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Figure Hon. Charles B. Landis Congressman from Indiana Exclusive Management SLAYTON LYCEUM BUREAU Steinway Hall Chicago. A SLAYTON ATTRACTION Hon. Charles B. Landis Congressman from Indiana HON. CHARLES BEARY LANDIS is known throughout the length and breadth of the land as a brilliant young Congressman from Indiana, who knows what he thinks and is not afraid to say it under any and all circumstances. He is a young man to whom the average American citizen takes as a duck takes to water, and not only the people of his own district, but those of the whole state delight in honoring him whenever opportunity affords. Courageous, loyal to his principles and loyal to his friends, good natured and affable, unostentatious and happy natured, he is a man who is invariably liked on his acquaintance and intensely admired as one comes to know him better and understand his rugged honesty of purpose and high ideals. Mr. Landis was born in Millville, Ohio, July 9, 1858, one of a large family of sons. He is of German-Swiss ancestry. His father, Dr. Abraham H. Landis was a well-known physician and surgeon, but when the war broke out he went as a regimental surgeon to the front and gave up a lucrative practice. All he could do for his boys was to give them a good home education that would fit them for the battle of life. Charles was educated at the Logansport public schools and sent to Wabash College. When he finished college he did not sit down and bewail the fate of the educated unemployed, but started out in the good American way to hustle for a job, ready and anxious to take anything that might offer in the way of honorable work that would afford a livelihood. In the summer he worked as a common hand in the field on a farm, and for a few months hauled gravel as a laborer on the streets of Logansport. In time, however, he secured employment as a reporter on the Logansport Journal and his ability and industry soon won him an excellent newspaper reputation and many warm friends. When in 1887, there was an opportunity to purchase the Delphi Journal, he embarked in business for himself, and any one who has worked and grubbed and struggled to make a country newspaper pay will understand what Landis went through during the next few years. But he stuck to it and won success, and at last found himself the owner of a paying property and thoroughly respected by the people he had loved and worked among. Naturally in conducting a newspaper at a county seat, the young man mingled a great deal in local politics and was from the start connected in various capacities with the county committee. He always participated in state and other conventions of his party, but never sought public office in his own behalf. His field of activity widened and it was not long before he was known as a factor in the politics of the state. In 1894 Carroll County was in the old tenth district, and the young Republicans of the district insisted that Landis should make a fight for the congressional nomination. He entered the race reluctantly, but once he was in it made the most surprising canvass the district has ever known. His opponent for the nomination was Judge William Johnson, of Valparaiso, recognized as a leader of the bar in Northwestern Indiana. The contest for the nomination covered a period of two months and before its close attracted the attention of the whole State. When the delegates met in convention at Hammond they were almost evenly divided but the friends of Mr. Landis, by a narrow majority, controlled the organization of the convention. The tension was so high that the convention split and the followers of Judge Johnson withdrew. Mr. Landis was nominated and two weeks later the friends of Judge Johnson met again at Hammond and placed him in nomination. Thus two candidates in the field and factional lines forming throughout the district endangering party success, Mr. Landis withdrew from the race and suggested the calling of a new convention and the naming of a new candidate who had not been identified with the former contest. The suggestion was followed and Dr. Jethro A. Hatch, of Kentland, became the party candidate, both sides giving him loyal support. Mr. Landis took the situation with cheerful philosophy, never sulked a moment, gave up three months of his time to the state and district committees and made daily speeches up to the close of the campaign. Two years later the State was redistricted for congressional purposes and Carroll County, the home of Mr. Landis, became a part of the ninth district. His new associates took kindly to him and at the first Republican convention held in the new district Mr. Landis was nominated for Congress withlittle opposition. Though the district was a very close one politically, he was triumphantly elected, and in 1898 was renominated by acclamation and again elected. In Congress his record has earned for him a national reputation. When he attacked the inconsistencies and petty mistakes of the Civil Service system he struck a popular chord throughout the Nation. While he believes in the Civil Service principle, in so far as it seeks to secure the best service and weed out the incompetent, he was keen enough to pick out many of the follies and incongruities in its administration and hold them up to merciless ridicule. He has been active in all the successful legislation of the past ten years, and has fought fiercely and efficiently for the right. SUBJECTS: Grant An Optimist's Message The Mission of the Anglo-Saxon Washington in the Last Decade Some Press Comment Congressman Landis, of Indiana, who has made the hit of the session in the debate on the Civil Service at the Capitol, has a reputation as an orator second to none in the Hoosier State. His delivery is not of the rear and pitch style, the only effect of which is to tire lungs and listeners, but his tones are well modulated and his enunciation perfect. Every word uttered on Wednesday was heard distinctly throughout the Hall of Representatives, and apparently without effort on the part of Mr. Landis. Congressmen on the floor and spectators in the galleries did not require calling to order by Speaker Reed, for they did not want to lose a word uttered by the smooth-faced, heavily built Indiananian who was posing for the first time in the national arena of debate and winning golden opinions from his audience, regardless of political affiliations.— Chicago Tribune. The debate on the Roberts resolution in the House of Representatives this week brought another Indiana man prominently to the fore. Littlefield made the most logical speech; De Armond made the most incisive speech; Taylor's was perhaps the most convincing; but Landis, of Indiana, made the best speech of all. It was full of humor; it was full of pathos; it overflowed with sentiment, with word pictures; with scathing attack on Roberts; with glowing tribute to Helen Gould. It was a speech full of human nature, a speech that appealed to the hearts more perhaps than to the minds of men. It certainly appealed to the heart of Representative Cox of Tennessee. With tears streaming down his face he crossed over from the democratic side to shake hands with and thank the eloquent young Hoosier Republican.— The Washington Morning Star. Representative Landis of Indiana was the chief speaker in Congress Wednesday. He was accorded a reception such as is rarely the fortune of a seasoned favorite to receive. He had his time extended three times, and the time granted him at the start was strung out to an hour and forty-five minutes. During all that time he held the pleased attention of both sides of the House.— The Dayton Evening Press. The capacity of the House for brilliant debate was again demonstrated yesterday in the discussion in the Roberts case. Representative Charles B. Landis, of Indiana, who won his spurs in an almost historical encounter over civil service laws in the last Congress, replied to the dramatic plea of Brigham H. Roberts, delivered the previous day. For an hour and a half he electrified his hearers with a fluent effort that measured up to the best recent records of practical and pleasing speech. One of his colleagues remarked soon after the close of the speech: Landis was addressing the jury; Littlefield yesterday addressed the judge. His voice, which, at first, was somewhat indistinct in the hubbub of the House, grew in volume and penetrating power, ringing through the chamber and emphasizing the earnestness of his opinion. Gradually in the large semicircle of seats, chairs were swung to face the gentleman speaking, till the entire audience on the floor and in the galleries was as quiet as a church congregation. His speech was accentuated by vigorous gestures, and was dignified and profound throughout. No speech on the status of Roberts has so touched the popular sentiment of intelligent men in the House, as was shown by the applause. It was all the more remarkable in the fact that Mr. Landis is the only member of the committee who is not a lawyer by profession.— Washington Post. The peroration of Mr. Landis, in his speech in the Roberts case, will live in history. These were his closing words: I say that the people of this country expect us to turn him back; expect us to prohibit his coming in even for an instant, and I protest against his coming in. I protest on behalf of constituency that has read the Ten Commandments and the Sermon on the Mount. I protest on behalf of the American homes, made beautiful by love and devotion and holy by the virtue of its women. I protest on behalf of the American mother and her child, and the American father who will never consent to the enthronement and deification of human passion. I protest on behalf of those doomed to illegitimacy, that pitiless brand of helplessness and shame that licentiousness writes upon the forehead of the innocent unborn. I protest on behalf of the honest Mormons, those who believe in keeping inviolate the agreements of that instrument upon which Utah was admitted to the American Union. The people ofthis country are waiting for us to act; they want us to act in a straight line, not in a circle. They are waiting in New England, whose homes have been made a pattern for this continent. They are waiting in the broad sweep of the Mississippi Valley, a section of this country purged of this very infamy of a half century ago. They are waiting in the new States of the West, States whose territory has been invaded and whose atmosphere has been poisoned by this very plague. And away down South in Dixie, where honor is religion, where gallantry is law, and virtue is the high ideal of beautiful womanhood, States are waiting today, waiting for American chivalry to speak.— Chicago Record-Herald. Congressman Charles B. Landis, of Indiana, is about the brightest of the men who have recently entered the House. Of all the new men in Congress he is the only one who has made a record for oratory of the kind that tells. He did not jump in at the beginning of his first term, in order to catch the attention of the House, but he bided his time till something came up in which he was really interested and concerning which he knew he had something to say. Then he glided into the debate and captured everybody.— Boston Sunday Journal. It was a rattling speech that Charles Landis of Delphi, Ind., delivered in the House of Representatives yesterday. It contained more fun and fervor than any that has been heard in the House since Hon. Robert C. Cousins of Iowa burst his bonds two years ago and made a reputation in fifteen minutes.— W. E. Curtis in Chicago Record-Herald. An hour and three-quarters of General Grosvenor against Civil Service; and an hour and three-quarters of Johnson of Indiana, on the other side, was the House entertainment this afternoon. Both of these gentlemen are regarded as picturesque performers, but neither of them is producing the sensation that Mr. Landis, of Indiana, did yesterday. Mr. Landis is a new man. His speech was his maiden effort and no new member has made such an impression on the House since William Jennings Bryan's initial appearance five years ago.— Chicago Post.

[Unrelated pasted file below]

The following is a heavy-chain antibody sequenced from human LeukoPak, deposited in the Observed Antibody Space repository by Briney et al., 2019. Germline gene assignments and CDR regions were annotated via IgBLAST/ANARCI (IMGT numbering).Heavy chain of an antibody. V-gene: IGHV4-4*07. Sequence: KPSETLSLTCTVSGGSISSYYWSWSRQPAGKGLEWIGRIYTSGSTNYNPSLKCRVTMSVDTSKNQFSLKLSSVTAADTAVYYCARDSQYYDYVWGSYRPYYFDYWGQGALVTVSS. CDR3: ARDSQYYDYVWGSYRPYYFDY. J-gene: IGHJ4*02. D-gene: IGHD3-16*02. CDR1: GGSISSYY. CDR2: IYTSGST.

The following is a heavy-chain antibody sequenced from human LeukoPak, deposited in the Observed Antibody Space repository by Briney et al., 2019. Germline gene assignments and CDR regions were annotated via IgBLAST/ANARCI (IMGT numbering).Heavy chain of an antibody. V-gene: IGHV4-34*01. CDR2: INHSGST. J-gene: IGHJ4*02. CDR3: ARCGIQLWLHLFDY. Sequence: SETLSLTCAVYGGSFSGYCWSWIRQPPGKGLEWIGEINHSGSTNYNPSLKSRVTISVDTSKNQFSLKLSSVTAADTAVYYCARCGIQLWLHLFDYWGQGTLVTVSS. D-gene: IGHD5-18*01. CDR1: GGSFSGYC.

|Title||Hon. Charles B. Landis: Congressman from Indiana|
|Topical Subject (LCSH)||
|Personal Name Subject||Landis, Charles B. (Rep.)|
|Digital Collection||Traveling Culture: Circuit Chautauqua in the Twentieth Century|
|Contributing Institution||University of Iowa. Libraries. Special Collections Dept.|
|Archival Collection||Redpath Chautauqua Collection|
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|Contact Information||Contact the Special Collections Dept. at The University of Iowa Libraries: http://www.lib.uiowa.edu/spec-coll/contact/index/|
|Number of Pages||4|
|Digitization Specifications||Scanned at 600 dpi, 32-bit color. Master image available in tiff format.|